PGA Pro’s Review of the Nike VR_S Covert Iron
The VR_S Covert is the latest cavity back game improvement iron released by Nike. The black triangular cavity instantly pulls your attention behind the club head. However, the cavity is not noticeable at address. In addition, Nike designed an aesthetically pleasing top line and sole that is not overly thick for game improvement standards. The VR_S Covert uses more subtle lines than previous clubs that had a busier look, such as the SQ Machspeed. The weight of the Covert has been pushed to the corners to create higher and straighter shots, increase MOI and provide more forgiveness. Nike utilizes the NexCore Face Technology, which produces faster and longer shots across a bigger area of the club face. Additionally, the grooves are packed tighter together with the X3X groove pattern.
The VR_S Covert iron is designed to produce a high launch and trajectory with a straight ball flight. In general, that is exactly what the VR_S Covert iron produced. I tested the Covert in two stock shafts, the Mitsubishi Rayon Kuro Kage Black 70 graphite shaft and True Temper Dynalite 90 steel shaft. Both were tested in a stiff flex. The lofts are set slightly strong, which results in longer shots.
The Kuro Kage Black is a 74 gram shaft with a high torque of 4.2 degrees. Additionally, the Kuro Kage is designed to produce a mid trajectory, which is exactly what I consistently witnessed with normal swings from the Kuro Kage. The Covert felt extremely light with a firm feel at impact. The ball flight provided little movement, which will benefit any high handicap player. The stock Kuro Kage Black is available in four flexes, women, A, regular and stiff.
Results with the True Temper Dynalite 90 were better than I expected. The Dynalite shaft is heaver at 95 grams and only 1.9 degrees of torque. The Dynalite is designed to produce a high ball flight, however, I was not expecting trajectory to be so much higher than the Kuro Kage. The heavier feel was better than the Kuro Kage, and felt slightly better at impact and throughout the swing. Again, ball flight was basically straight with minimal movement left or right. One of the biggest selling points of the VR_S Covert is the forgiveness and ease of hitting high and straight shots. Distance even felt slightly longer with the Dynalite shaft. Overall, I lean toward the results of the Dynalite shaft, however, both are super easy to hit and perform well.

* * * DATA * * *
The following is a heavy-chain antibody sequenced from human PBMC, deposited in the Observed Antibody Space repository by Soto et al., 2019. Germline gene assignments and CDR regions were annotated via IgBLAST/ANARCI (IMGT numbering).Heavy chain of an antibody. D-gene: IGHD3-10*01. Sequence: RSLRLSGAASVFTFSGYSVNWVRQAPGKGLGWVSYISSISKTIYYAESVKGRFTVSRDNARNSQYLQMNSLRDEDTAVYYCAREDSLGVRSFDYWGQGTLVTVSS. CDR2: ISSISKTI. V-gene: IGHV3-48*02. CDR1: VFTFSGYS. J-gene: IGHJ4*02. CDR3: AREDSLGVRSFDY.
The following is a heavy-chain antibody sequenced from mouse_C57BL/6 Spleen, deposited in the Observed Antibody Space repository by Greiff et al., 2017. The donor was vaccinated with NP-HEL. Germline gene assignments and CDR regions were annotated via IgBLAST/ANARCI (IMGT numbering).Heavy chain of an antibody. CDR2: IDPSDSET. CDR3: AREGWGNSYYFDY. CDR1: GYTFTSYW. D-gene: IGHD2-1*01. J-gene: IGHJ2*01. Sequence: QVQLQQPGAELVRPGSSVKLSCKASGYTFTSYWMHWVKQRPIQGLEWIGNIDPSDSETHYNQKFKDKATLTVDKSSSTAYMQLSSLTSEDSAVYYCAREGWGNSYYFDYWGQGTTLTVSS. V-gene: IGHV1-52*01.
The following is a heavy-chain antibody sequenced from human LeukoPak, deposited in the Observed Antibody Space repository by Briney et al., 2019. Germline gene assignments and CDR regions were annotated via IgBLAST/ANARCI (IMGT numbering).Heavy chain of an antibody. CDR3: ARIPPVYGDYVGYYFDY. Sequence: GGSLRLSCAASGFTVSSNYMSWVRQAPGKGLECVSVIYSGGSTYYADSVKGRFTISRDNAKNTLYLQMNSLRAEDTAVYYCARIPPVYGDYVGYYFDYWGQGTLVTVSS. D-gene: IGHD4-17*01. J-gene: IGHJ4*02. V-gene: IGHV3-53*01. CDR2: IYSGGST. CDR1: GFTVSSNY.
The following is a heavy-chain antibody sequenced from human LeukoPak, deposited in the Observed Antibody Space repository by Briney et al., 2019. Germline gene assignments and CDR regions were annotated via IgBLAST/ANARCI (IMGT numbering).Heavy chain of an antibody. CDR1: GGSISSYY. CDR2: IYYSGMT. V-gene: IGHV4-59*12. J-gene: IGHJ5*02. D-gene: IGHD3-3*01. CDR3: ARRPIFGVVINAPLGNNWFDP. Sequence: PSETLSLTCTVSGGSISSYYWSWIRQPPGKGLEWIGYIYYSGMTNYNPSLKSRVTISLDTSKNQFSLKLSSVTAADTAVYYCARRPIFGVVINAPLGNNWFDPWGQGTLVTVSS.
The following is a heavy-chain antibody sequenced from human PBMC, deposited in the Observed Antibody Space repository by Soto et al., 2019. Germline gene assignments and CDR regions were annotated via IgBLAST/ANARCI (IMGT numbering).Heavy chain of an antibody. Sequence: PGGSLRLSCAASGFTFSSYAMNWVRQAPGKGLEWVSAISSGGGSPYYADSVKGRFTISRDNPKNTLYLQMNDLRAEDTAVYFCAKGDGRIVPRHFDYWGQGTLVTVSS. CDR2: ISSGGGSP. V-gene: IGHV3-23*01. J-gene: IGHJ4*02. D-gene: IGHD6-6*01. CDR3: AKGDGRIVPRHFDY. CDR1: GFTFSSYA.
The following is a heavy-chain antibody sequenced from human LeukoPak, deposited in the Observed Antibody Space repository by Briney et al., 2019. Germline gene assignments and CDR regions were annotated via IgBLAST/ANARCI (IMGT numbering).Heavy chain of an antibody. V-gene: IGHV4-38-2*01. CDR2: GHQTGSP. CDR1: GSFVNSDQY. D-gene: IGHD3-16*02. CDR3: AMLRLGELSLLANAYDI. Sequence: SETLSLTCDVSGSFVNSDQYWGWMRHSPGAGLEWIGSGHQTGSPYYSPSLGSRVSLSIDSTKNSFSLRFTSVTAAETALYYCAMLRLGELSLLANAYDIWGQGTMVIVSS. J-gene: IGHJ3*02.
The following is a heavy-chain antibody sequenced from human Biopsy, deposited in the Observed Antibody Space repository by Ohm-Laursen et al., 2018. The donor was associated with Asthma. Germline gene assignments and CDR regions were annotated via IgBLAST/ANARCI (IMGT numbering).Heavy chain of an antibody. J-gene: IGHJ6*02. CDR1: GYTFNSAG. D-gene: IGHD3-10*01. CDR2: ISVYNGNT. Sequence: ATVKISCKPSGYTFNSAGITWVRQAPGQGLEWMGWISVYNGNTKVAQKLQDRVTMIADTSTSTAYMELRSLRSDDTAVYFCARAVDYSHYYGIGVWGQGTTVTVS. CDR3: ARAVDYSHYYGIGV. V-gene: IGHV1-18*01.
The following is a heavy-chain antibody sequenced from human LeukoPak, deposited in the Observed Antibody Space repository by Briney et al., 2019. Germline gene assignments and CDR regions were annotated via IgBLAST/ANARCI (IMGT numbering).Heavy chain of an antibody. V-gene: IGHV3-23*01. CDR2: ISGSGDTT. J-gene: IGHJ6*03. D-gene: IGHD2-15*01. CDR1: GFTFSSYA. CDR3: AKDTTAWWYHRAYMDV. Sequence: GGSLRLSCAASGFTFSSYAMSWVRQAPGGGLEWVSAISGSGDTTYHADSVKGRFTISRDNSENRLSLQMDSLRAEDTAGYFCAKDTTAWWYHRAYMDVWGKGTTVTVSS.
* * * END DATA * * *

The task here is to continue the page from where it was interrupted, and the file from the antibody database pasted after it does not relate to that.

The Nike Covert iron produces a lightweight and hollow feel throughout the swing and impact. In particular, the The Kuro Kage produced an uncomfortably light feeling for my preference. Additionally, the Kuro Kage failed to produce solid feedback with an extremely firm feel on full swings and pitch shots.
The True Temper Dynalite shaft provides a little more weight. Coupled with the heavier shaft, I preferred the feel of the VR_S Covert with the Dynalite shaft. Impact produced a slightly better feel than the lighter Kuro Kage shaft. Overall, the firm feel and light weight club were not a personal preference.
The Nike Covert irons are specifically designed and will benefit a higher handicap player. However, mid and low handicap players might still enjoy the forgiveness of the VR_S Covert irons. The Covert irons do a nice job getting the ball up in the air and with a straight ball flight. As a game improvement stick, Nike did a fantastic job making the clubs reasonably priced. With a growing trend of increasing the price, it was refreshing to see a lower price tag on the VR_S Covert. With a solid performing club and $699 price tag for steel and $799 price for graphite, the Nike Covert irons could be one of the best steals of the season. By the way, that includes a set of 8 irons. The value of the Nike VR_S Covert is a home run with a great performance and affordable price.